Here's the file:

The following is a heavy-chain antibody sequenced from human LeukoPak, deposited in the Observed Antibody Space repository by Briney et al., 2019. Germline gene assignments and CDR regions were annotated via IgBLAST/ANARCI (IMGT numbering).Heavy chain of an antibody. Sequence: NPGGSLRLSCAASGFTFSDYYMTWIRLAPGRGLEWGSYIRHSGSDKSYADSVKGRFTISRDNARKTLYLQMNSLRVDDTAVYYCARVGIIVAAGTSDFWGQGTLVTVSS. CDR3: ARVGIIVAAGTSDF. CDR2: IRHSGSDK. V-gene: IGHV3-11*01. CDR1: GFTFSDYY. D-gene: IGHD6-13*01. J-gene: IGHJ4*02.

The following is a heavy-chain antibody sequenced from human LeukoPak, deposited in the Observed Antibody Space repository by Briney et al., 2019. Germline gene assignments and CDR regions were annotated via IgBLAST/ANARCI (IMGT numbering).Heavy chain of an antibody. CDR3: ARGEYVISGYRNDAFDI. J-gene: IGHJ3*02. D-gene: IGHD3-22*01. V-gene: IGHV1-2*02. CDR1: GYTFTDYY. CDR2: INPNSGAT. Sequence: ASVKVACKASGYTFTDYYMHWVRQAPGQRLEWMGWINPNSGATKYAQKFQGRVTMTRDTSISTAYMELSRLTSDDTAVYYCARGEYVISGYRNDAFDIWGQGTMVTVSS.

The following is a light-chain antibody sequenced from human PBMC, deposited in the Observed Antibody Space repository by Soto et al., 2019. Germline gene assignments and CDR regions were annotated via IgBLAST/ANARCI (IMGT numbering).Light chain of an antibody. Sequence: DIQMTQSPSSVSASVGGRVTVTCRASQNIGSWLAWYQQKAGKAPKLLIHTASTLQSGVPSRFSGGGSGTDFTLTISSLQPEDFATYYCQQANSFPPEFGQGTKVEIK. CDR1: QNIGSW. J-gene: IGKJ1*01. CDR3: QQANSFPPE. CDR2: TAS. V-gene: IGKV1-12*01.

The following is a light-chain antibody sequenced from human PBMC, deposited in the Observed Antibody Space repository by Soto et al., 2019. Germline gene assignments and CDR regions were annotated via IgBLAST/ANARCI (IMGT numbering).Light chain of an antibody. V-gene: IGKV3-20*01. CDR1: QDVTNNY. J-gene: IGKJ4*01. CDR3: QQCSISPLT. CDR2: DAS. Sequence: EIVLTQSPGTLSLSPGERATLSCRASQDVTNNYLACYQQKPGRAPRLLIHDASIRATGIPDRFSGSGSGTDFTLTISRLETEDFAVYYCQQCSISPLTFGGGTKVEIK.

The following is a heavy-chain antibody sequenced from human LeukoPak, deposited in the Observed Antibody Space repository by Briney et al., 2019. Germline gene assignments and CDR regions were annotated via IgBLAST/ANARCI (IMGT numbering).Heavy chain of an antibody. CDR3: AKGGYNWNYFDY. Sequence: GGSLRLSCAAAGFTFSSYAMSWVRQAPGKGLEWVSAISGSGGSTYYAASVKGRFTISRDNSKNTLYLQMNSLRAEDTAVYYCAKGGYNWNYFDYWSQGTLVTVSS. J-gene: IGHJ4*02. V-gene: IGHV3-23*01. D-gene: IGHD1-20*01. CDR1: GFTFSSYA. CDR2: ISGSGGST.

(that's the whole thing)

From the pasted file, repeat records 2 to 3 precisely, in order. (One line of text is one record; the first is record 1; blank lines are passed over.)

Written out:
The following is a heavy-chain antibody sequenced from human LeukoPak, deposited in the Observed Antibody Space repository by Briney et al., 2019. Germline gene assignments and CDR regions were annotated via IgBLAST/ANARCI (IMGT numbering).Heavy chain of an antibody. CDR3: ARGEYVISGYRNDAFDI. J-gene: IGHJ3*02. D-gene: IGHD3-22*01. V-gene: IGHV1-2*02. CDR1: GYTFTDYY. CDR2: INPNSGAT. Sequence: ASVKVACKASGYTFTDYYMHWVRQAPGQRLEWMGWINPNSGATKYAQKFQGRVTMTRDTSISTAYMELSRLTSDDTAVYYCARGEYVISGYRNDAFDIWGQGTMVTVSS.

The following is a light-chain antibody sequenced from human PBMC, deposited in the Observed Antibody Space repository by Soto et al., 2019. Germline gene assignments and CDR regions were annotated via IgBLAST/ANARCI (IMGT numbering).Light chain of an antibody. Sequence: DIQMTQSPSSVSASVGGRVTVTCRASQNIGSWLAWYQQKAGKAPKLLIHTASTLQSGVPSRFSGGGSGTDFTLTISSLQPEDFATYYCQQANSFPPEFGQGTKVEIK. CDR1: QNIGSW. J-gene: IGKJ1*01. CDR3: QQANSFPPE. CDR2: TAS. V-gene: IGKV1-12*01.